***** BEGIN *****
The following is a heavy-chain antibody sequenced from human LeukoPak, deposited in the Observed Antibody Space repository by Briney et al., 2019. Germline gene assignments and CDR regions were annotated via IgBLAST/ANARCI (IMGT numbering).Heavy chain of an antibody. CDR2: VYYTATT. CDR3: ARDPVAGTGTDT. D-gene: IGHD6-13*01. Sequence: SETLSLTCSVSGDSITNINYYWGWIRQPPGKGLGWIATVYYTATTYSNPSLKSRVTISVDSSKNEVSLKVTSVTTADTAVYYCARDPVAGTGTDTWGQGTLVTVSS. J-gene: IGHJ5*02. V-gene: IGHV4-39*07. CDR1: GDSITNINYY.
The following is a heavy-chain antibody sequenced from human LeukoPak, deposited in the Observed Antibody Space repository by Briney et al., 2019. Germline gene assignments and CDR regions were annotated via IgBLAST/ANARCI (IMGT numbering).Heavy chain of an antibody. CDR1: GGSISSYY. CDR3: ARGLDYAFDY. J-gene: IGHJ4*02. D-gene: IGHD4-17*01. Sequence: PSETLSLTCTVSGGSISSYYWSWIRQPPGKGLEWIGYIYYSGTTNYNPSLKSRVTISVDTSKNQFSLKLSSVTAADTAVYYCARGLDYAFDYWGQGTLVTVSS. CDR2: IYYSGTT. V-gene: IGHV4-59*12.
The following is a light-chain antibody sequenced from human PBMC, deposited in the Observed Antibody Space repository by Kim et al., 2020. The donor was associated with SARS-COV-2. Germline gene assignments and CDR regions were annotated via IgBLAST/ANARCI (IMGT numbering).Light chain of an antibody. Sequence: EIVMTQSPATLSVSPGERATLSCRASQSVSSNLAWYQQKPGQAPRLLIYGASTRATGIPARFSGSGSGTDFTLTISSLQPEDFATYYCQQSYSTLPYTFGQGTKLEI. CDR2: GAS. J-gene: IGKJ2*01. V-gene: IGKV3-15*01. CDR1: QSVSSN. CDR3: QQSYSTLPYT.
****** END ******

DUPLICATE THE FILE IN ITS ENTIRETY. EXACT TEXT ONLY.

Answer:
The following is a heavy-chain antibody sequenced from human LeukoPak, deposited in the Observed Antibody Space repository by Briney et al., 2019. Germline gene assignments and CDR regions were annotated via IgBLAST/ANARCI (IMGT numbering).Heavy chain of an antibody. CDR2: VYYTATT. CDR3: ARDPVAGTGTDT. D-gene: IGHD6-13*01. Sequence: SETLSLTCSVSGDSITNINYYWGWIRQPPGKGLGWIATVYYTATTYSNPSLKSRVTISVDSSKNEVSLKVTSVTTADTAVYYCARDPVAGTGTDTWGQGTLVTVSS. J-gene: IGHJ5*02. V-gene: IGHV4-39*07. CDR1: GDSITNINYY.
The following is a heavy-chain antibody sequenced from human LeukoPak, deposited in the Observed Antibody Space repository by Briney et al., 2019. Germline gene assignments and CDR regions were annotated via IgBLAST/ANARCI (IMGT numbering).Heavy chain of an antibody. CDR1: GGSISSYY. CDR3: ARGLDYAFDY. J-gene: IGHJ4*02. D-gene: IGHD4-17*01. Sequence: PSETLSLTCTVSGGSISSYYWSWIRQPPGKGLEWIGYIYYSGTTNYNPSLKSRVTISVDTSKNQFSLKLSSVTAADTAVYYCARGLDYAFDYWGQGTLVTVSS. CDR2: IYYSGTT. V-gene: IGHV4-59*12.
The following is a light-chain antibody sequenced from human PBMC, deposited in the Observed Antibody Space repository by Kim et al., 2020. The donor was associated with SARS-COV-2. Germline gene assignments and CDR regions were annotated via IgBLAST/ANARCI (IMGT numbering).Light chain of an antibody. Sequence: EIVMTQSPATLSVSPGERATLSCRASQSVSSNLAWYQQKPGQAPRLLIYGASTRATGIPARFSGSGSGTDFTLTISSLQPEDFATYYCQQSYSTLPYTFGQGTKLEI. CDR2: GAS. J-gene: IGKJ2*01. V-gene: IGKV3-15*01. CDR1: QSVSSN. CDR3: QQSYSTLPYT.